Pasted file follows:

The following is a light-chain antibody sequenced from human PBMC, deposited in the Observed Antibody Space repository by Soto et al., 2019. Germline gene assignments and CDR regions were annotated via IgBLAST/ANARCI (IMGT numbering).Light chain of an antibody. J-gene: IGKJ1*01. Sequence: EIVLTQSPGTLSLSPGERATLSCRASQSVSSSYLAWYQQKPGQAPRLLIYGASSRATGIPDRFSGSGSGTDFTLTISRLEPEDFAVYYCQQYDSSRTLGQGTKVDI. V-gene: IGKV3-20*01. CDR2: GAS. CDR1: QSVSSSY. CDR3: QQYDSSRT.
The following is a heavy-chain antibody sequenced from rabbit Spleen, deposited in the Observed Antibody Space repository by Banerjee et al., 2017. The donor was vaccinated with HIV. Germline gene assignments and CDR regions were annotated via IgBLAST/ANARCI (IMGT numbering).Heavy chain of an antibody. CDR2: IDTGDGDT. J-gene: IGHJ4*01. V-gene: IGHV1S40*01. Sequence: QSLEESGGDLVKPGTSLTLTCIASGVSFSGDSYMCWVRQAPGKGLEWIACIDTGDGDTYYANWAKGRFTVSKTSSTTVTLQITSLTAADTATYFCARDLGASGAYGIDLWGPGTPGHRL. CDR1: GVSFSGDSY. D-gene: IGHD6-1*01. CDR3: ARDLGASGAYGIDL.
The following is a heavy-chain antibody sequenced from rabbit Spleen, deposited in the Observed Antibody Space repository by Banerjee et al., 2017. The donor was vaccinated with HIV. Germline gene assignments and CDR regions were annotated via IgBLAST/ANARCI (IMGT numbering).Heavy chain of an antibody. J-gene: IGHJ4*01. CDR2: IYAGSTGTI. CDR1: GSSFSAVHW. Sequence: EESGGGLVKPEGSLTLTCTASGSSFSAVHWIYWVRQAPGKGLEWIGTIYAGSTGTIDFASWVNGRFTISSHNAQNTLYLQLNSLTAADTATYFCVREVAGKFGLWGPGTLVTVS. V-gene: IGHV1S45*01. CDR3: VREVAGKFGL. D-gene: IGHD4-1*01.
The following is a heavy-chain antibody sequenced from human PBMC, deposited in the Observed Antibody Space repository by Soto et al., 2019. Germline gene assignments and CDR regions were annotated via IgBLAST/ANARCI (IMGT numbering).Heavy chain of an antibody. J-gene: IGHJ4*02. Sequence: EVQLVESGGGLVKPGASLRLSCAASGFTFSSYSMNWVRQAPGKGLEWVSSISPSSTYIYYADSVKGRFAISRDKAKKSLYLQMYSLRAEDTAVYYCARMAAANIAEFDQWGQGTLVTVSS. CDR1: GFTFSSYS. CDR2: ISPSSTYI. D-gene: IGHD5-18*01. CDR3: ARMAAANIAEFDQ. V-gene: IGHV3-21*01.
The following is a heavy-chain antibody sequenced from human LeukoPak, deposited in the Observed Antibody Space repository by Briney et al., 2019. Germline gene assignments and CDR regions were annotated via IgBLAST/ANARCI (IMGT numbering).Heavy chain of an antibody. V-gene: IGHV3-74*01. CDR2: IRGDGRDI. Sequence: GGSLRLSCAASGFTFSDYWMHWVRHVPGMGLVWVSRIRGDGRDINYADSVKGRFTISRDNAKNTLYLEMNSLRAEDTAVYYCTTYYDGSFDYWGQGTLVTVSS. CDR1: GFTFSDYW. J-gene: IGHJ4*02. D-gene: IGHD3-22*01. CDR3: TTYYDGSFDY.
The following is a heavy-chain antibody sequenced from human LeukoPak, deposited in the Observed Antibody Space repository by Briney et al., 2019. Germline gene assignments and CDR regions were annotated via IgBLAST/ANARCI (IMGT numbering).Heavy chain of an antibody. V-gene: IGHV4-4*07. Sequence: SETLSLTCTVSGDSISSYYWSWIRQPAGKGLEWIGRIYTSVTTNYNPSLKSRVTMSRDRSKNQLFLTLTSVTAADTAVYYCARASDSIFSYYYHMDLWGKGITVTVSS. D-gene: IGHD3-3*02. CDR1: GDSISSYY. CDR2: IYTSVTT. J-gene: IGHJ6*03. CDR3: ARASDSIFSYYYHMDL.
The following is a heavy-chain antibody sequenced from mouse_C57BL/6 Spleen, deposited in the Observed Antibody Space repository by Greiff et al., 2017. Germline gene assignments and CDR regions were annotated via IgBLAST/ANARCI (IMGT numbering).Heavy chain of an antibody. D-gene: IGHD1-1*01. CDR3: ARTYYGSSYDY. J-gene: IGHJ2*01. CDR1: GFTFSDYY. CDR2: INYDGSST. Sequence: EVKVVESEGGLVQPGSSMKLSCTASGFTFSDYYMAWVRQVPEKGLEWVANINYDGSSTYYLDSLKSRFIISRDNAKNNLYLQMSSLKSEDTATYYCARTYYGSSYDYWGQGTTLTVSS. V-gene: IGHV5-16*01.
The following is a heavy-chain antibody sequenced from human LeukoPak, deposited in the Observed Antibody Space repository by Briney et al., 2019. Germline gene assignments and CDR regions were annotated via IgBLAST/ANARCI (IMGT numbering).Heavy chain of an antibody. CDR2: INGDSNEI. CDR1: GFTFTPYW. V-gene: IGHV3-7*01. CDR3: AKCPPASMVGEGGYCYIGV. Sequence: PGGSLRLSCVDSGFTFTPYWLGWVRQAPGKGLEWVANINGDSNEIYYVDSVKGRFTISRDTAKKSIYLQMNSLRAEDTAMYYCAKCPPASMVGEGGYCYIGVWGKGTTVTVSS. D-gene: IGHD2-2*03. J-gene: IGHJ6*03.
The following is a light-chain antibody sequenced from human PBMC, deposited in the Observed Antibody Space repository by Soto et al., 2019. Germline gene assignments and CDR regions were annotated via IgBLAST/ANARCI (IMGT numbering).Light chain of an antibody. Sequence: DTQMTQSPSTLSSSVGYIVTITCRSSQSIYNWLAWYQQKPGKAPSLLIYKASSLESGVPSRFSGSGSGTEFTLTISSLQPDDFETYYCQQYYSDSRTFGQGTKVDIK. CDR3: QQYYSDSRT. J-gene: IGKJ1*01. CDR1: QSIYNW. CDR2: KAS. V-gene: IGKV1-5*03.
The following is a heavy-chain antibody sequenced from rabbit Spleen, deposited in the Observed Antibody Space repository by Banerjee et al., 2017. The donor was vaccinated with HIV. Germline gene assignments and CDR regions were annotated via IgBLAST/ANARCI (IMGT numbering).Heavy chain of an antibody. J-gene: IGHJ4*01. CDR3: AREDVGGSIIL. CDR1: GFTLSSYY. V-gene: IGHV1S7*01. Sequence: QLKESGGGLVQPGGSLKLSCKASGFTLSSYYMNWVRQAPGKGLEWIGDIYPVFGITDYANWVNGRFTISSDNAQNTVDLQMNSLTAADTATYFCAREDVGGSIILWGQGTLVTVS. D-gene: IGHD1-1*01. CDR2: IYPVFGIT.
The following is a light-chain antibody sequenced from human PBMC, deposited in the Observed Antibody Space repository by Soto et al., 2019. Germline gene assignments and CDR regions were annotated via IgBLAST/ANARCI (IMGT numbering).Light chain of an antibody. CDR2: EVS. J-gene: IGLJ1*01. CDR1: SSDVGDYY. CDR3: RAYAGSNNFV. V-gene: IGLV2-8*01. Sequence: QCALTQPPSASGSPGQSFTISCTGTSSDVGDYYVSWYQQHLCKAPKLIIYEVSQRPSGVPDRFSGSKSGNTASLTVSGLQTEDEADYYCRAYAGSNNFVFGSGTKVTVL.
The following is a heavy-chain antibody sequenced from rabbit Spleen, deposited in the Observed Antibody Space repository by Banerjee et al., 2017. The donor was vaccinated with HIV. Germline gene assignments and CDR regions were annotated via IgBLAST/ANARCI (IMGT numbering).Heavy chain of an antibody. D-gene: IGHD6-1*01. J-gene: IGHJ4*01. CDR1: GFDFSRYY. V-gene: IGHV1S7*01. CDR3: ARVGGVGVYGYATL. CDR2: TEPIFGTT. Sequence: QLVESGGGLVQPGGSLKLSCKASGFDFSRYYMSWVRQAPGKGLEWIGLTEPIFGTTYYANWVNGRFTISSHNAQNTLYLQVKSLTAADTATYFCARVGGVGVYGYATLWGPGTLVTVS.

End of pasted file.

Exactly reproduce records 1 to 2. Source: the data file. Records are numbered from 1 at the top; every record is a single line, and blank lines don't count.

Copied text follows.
The following is a light-chain antibody sequenced from human PBMC, deposited in the Observed Antibody Space repository by Soto et al., 2019. Germline gene assignments and CDR regions were annotated via IgBLAST/ANARCI (IMGT numbering).Light chain of an antibody. J-gene: IGKJ1*01. Sequence: EIVLTQSPGTLSLSPGERATLSCRASQSVSSSYLAWYQQKPGQAPRLLIYGASSRATGIPDRFSGSGSGTDFTLTISRLEPEDFAVYYCQQYDSSRTLGQGTKVDI. V-gene: IGKV3-20*01. CDR2: GAS. CDR1: QSVSSSY. CDR3: QQYDSSRT.
The following is a heavy-chain antibody sequenced from rabbit Spleen, deposited in the Observed Antibody Space repository by Banerjee et al., 2017. The donor was vaccinated with HIV. Germline gene assignments and CDR regions were annotated via IgBLAST/ANARCI (IMGT numbering).Heavy chain of an antibody. CDR2: IDTGDGDT. J-gene: IGHJ4*01. V-gene: IGHV1S40*01. Sequence: QSLEESGGDLVKPGTSLTLTCIASGVSFSGDSYMCWVRQAPGKGLEWIACIDTGDGDTYYANWAKGRFTVSKTSSTTVTLQITSLTAADTATYFCARDLGASGAYGIDLWGPGTPGHRL. CDR1: GVSFSGDSY. D-gene: IGHD6-1*01. CDR3: ARDLGASGAYGIDL.